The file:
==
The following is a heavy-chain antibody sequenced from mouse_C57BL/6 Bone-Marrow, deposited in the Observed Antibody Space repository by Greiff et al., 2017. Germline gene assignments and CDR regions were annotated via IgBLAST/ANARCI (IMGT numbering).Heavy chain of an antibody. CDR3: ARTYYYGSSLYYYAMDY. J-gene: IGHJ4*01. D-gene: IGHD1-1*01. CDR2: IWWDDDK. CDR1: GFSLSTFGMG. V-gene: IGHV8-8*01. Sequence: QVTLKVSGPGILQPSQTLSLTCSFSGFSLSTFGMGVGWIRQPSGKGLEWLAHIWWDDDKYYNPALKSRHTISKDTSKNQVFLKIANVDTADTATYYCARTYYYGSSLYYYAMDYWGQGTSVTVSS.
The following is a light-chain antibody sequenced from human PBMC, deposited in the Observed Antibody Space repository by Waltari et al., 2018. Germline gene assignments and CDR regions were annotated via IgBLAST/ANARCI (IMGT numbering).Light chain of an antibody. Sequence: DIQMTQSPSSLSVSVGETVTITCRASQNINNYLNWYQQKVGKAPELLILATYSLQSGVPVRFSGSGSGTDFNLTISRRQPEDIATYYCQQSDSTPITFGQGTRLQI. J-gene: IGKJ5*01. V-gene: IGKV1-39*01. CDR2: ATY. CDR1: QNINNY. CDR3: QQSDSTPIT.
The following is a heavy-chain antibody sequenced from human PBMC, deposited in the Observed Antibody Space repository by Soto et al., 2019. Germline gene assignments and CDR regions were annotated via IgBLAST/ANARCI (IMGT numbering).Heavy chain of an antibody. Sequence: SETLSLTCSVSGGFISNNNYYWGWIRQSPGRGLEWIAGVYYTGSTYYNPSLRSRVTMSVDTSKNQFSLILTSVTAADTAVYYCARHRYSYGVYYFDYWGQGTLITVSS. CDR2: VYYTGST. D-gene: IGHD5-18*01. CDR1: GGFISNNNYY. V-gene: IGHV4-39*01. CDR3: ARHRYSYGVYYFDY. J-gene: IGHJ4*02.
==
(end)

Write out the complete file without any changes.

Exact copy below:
The following is a heavy-chain antibody sequenced from mouse_C57BL/6 Bone-Marrow, deposited in the Observed Antibody Space repository by Greiff et al., 2017. Germline gene assignments and CDR regions were annotated via IgBLAST/ANARCI (IMGT numbering).Heavy chain of an antibody. CDR3: ARTYYYGSSLYYYAMDY. J-gene: IGHJ4*01. D-gene: IGHD1-1*01. CDR2: IWWDDDK. CDR1: GFSLSTFGMG. V-gene: IGHV8-8*01. Sequence: QVTLKVSGPGILQPSQTLSLTCSFSGFSLSTFGMGVGWIRQPSGKGLEWLAHIWWDDDKYYNPALKSRHTISKDTSKNQVFLKIANVDTADTATYYCARTYYYGSSLYYYAMDYWGQGTSVTVSS.
The following is a light-chain antibody sequenced from human PBMC, deposited in the Observed Antibody Space repository by Waltari et al., 2018. Germline gene assignments and CDR regions were annotated via IgBLAST/ANARCI (IMGT numbering).Light chain of an antibody. Sequence: DIQMTQSPSSLSVSVGETVTITCRASQNINNYLNWYQQKVGKAPELLILATYSLQSGVPVRFSGSGSGTDFNLTISRRQPEDIATYYCQQSDSTPITFGQGTRLQI. J-gene: IGKJ5*01. V-gene: IGKV1-39*01. CDR2: ATY. CDR1: QNINNY. CDR3: QQSDSTPIT.
The following is a heavy-chain antibody sequenced from human PBMC, deposited in the Observed Antibody Space repository by Soto et al., 2019. Germline gene assignments and CDR regions were annotated via IgBLAST/ANARCI (IMGT numbering).Heavy chain of an antibody. Sequence: SETLSLTCSVSGGFISNNNYYWGWIRQSPGRGLEWIAGVYYTGSTYYNPSLRSRVTMSVDTSKNQFSLILTSVTAADTAVYYCARHRYSYGVYYFDYWGQGTLITVSS. CDR2: VYYTGST. D-gene: IGHD5-18*01. CDR1: GGFISNNNYY. V-gene: IGHV4-39*01. CDR3: ARHRYSYGVYYFDY. J-gene: IGHJ4*02.